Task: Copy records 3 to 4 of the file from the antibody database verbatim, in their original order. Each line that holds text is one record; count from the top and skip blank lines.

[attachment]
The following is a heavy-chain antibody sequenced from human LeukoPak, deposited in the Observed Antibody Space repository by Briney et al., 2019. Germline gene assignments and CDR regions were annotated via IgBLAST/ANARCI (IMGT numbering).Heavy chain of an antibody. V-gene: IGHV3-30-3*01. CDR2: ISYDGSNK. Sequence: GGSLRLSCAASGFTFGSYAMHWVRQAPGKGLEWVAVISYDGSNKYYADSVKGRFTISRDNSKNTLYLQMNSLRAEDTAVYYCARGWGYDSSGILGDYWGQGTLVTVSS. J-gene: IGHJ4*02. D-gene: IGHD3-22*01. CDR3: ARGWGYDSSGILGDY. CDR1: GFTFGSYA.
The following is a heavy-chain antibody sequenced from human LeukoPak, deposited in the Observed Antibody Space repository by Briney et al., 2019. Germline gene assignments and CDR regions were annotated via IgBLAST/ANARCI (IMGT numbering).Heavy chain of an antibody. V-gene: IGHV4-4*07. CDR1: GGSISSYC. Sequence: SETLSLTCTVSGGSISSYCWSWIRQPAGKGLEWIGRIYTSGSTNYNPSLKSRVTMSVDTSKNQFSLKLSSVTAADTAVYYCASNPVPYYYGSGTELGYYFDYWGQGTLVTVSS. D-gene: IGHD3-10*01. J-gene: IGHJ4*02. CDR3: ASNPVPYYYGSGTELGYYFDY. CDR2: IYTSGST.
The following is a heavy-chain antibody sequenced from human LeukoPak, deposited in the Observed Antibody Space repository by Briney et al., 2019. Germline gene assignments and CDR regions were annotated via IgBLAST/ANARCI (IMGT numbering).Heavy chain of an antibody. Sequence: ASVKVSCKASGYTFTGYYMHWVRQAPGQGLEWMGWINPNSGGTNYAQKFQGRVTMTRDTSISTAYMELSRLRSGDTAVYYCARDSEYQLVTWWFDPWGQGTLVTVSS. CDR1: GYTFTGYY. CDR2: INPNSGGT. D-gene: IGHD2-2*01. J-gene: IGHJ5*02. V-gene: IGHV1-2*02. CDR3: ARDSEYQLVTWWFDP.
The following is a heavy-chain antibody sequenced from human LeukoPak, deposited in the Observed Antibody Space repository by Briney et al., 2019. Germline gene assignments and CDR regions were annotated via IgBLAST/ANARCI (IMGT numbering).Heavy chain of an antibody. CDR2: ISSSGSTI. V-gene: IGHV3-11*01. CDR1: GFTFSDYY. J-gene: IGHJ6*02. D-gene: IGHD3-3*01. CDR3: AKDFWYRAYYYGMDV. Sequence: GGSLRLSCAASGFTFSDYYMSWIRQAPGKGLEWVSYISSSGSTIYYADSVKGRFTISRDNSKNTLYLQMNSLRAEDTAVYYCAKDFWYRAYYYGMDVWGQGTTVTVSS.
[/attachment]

The following is a heavy-chain antibody sequenced from human LeukoPak, deposited in the Observed Antibody Space repository by Briney et al., 2019. Germline gene assignments and CDR regions were annotated via IgBLAST/ANARCI (IMGT numbering).Heavy chain of an antibody. Sequence: ASVKVSCKASGYTFTGYYMHWVRQAPGQGLEWMGWINPNSGGTNYAQKFQGRVTMTRDTSISTAYMELSRLRSGDTAVYYCARDSEYQLVTWWFDPWGQGTLVTVSS. CDR1: GYTFTGYY. CDR2: INPNSGGT. D-gene: IGHD2-2*01. J-gene: IGHJ5*02. V-gene: IGHV1-2*02. CDR3: ARDSEYQLVTWWFDP.
The following is a heavy-chain antibody sequenced from human LeukoPak, deposited in the Observed Antibody Space repository by Briney et al., 2019. Germline gene assignments and CDR regions were annotated via IgBLAST/ANARCI (IMGT numbering).Heavy chain of an antibody. CDR2: ISSSGSTI. V-gene: IGHV3-11*01. CDR1: GFTFSDYY. J-gene: IGHJ6*02. D-gene: IGHD3-3*01. CDR3: AKDFWYRAYYYGMDV. Sequence: GGSLRLSCAASGFTFSDYYMSWIRQAPGKGLEWVSYISSSGSTIYYADSVKGRFTISRDNSKNTLYLQMNSLRAEDTAVYYCAKDFWYRAYYYGMDVWGQGTTVTVSS.